Monday, June 7, 2010

If You're Ever Feeling Stupid

Just go to the Customer Is Not Always Right website and keep clicking the Random button until the feeling goes away.

Here's one example from a bookstore employee in South Dakota:

Customer: “I am looking for one of those things that are like a book, but not a book.”

Me: “Do you mean a magazine?”

Customer: “No, no. It is like a book, but not a book.”

Me: *speechless*

Customer: “You know! A book thing, but not a book.”

(After the customer tries to explain this object to me for about 10 minutes, my coworker comes back from lunch.)

Coworker: “What seems to be the problem here?”

Customer: “I asked your coworker if you have those things that are like books but not books, but she is too simple to understand.”

Coworker: “You mean a magazine?”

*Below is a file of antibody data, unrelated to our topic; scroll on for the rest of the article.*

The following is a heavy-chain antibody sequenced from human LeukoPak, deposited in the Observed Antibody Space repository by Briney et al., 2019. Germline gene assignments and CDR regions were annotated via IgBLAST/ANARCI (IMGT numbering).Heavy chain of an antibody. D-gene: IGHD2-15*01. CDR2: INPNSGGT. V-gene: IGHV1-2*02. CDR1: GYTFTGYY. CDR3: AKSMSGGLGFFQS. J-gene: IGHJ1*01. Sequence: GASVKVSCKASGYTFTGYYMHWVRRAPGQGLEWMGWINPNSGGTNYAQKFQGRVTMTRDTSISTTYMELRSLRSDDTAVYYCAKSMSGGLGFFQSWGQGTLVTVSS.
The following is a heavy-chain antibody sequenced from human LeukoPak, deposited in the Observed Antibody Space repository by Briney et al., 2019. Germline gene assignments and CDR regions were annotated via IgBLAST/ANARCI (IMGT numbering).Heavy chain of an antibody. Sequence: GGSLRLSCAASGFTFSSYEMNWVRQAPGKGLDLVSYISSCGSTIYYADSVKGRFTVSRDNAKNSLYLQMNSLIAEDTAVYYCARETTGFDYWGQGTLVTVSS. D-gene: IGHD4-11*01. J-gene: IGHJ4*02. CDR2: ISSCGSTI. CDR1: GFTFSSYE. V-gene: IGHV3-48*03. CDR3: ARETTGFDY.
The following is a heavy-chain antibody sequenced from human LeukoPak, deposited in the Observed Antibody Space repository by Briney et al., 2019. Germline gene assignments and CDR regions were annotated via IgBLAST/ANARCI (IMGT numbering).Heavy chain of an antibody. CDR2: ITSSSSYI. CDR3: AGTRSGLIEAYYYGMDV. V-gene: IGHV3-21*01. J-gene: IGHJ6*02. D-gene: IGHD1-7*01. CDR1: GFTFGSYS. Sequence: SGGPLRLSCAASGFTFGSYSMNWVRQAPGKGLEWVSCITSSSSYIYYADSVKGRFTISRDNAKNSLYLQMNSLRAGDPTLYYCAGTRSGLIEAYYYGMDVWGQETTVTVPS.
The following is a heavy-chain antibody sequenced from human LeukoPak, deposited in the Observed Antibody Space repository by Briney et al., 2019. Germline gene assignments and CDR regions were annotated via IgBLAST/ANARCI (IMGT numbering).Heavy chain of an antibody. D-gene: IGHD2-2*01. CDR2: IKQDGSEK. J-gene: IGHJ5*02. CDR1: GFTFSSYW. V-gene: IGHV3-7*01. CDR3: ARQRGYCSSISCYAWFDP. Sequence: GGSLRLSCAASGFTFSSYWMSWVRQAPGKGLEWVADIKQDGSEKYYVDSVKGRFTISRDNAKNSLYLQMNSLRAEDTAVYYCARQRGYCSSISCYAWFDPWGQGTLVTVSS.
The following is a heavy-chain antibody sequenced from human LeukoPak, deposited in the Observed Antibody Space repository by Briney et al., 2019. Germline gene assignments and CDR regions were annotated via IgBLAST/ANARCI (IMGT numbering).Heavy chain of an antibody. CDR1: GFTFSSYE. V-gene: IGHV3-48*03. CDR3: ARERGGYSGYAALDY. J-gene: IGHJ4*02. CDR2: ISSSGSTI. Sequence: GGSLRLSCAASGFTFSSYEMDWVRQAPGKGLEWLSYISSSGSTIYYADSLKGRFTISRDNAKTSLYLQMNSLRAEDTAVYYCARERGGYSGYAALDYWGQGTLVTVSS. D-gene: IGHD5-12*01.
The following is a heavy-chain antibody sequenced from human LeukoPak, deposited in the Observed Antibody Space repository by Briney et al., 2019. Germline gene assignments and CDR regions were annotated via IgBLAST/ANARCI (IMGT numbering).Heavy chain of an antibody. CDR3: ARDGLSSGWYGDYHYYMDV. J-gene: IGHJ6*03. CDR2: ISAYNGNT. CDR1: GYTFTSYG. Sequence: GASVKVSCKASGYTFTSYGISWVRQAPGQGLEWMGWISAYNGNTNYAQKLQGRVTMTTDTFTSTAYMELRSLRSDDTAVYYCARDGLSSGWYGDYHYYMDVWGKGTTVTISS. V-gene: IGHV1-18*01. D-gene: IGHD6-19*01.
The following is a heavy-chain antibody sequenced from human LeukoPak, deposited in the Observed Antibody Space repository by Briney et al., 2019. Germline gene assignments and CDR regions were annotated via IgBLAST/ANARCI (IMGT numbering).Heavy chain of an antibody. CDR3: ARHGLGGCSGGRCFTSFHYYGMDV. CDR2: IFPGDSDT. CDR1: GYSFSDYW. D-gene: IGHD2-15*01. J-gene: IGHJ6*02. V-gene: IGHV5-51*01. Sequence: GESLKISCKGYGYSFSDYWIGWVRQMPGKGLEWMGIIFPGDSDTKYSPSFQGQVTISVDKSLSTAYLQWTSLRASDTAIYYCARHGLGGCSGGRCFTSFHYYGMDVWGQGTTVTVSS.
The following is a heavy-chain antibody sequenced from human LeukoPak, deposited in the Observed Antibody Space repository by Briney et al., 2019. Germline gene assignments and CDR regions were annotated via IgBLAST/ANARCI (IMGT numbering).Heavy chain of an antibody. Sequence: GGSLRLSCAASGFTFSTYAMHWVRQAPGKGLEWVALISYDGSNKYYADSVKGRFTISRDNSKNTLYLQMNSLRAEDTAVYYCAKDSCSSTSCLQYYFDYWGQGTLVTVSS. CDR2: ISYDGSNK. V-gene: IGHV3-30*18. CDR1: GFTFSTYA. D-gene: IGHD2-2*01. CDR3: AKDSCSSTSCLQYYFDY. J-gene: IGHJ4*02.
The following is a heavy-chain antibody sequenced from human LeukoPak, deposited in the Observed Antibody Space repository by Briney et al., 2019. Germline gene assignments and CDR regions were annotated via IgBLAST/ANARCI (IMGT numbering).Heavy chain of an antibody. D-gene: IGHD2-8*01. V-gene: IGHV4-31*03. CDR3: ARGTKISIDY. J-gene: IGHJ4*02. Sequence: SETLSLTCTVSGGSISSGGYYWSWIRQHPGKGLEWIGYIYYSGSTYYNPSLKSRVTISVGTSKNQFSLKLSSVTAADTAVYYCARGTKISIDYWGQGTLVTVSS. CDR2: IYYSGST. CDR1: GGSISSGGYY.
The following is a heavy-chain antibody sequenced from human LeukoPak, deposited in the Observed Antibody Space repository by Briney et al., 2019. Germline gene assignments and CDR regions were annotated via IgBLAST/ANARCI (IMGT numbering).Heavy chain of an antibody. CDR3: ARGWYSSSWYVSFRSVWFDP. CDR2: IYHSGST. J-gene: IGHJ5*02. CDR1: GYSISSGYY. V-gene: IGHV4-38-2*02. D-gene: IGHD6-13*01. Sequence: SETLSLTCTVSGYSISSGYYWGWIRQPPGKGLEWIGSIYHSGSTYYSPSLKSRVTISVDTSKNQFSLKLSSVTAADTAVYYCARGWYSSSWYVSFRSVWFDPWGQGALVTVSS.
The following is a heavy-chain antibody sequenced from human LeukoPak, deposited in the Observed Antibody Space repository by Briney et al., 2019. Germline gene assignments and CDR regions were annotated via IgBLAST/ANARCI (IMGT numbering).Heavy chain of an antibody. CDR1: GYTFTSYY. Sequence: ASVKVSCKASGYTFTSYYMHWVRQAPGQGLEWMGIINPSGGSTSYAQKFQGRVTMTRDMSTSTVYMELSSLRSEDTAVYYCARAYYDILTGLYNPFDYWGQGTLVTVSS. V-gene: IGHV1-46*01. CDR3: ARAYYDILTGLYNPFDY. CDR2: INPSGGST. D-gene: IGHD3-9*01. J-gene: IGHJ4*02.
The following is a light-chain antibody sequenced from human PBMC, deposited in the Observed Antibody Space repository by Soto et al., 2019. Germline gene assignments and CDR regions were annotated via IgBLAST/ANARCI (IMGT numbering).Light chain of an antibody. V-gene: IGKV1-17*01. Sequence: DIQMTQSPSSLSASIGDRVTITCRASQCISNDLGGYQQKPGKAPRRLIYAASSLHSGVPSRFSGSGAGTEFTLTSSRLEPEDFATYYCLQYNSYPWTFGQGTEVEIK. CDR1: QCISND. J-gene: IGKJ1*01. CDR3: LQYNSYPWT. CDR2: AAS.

Customer: “No! Is it so hard to just find one of those things? I thought this was a bookstore!”

(Overhearing us, my manager tries to help.)

Manager: “Is there a problem?”

Customer: “I am looking for a thing that is like a book, but not a book.”

Manager: “Well, let’s go look for it…”

(My manager ended up leading the customer all around the store, pointing out every thing we had. The thing that was like a book but not a book? A bookmark.)


Michael Leddy said...


Daughter Number Three said...

Yes, that's the only plausible explanation, but -- at least as it's described -- the aphasiac person is less unhelpful than s/he could have been, plus sounds very annoyed that the staff can't figure out the identity of that obscure object of desire.

David Steinlicht said...

I was surprised and delighted at the manager's solution.

By taking the problem customer on a tour of the store, the manager did two things at once:

Got the problem away from the obviously frustrated workers and changed the problem from a vocabulary thing to a visual thing.

Good job!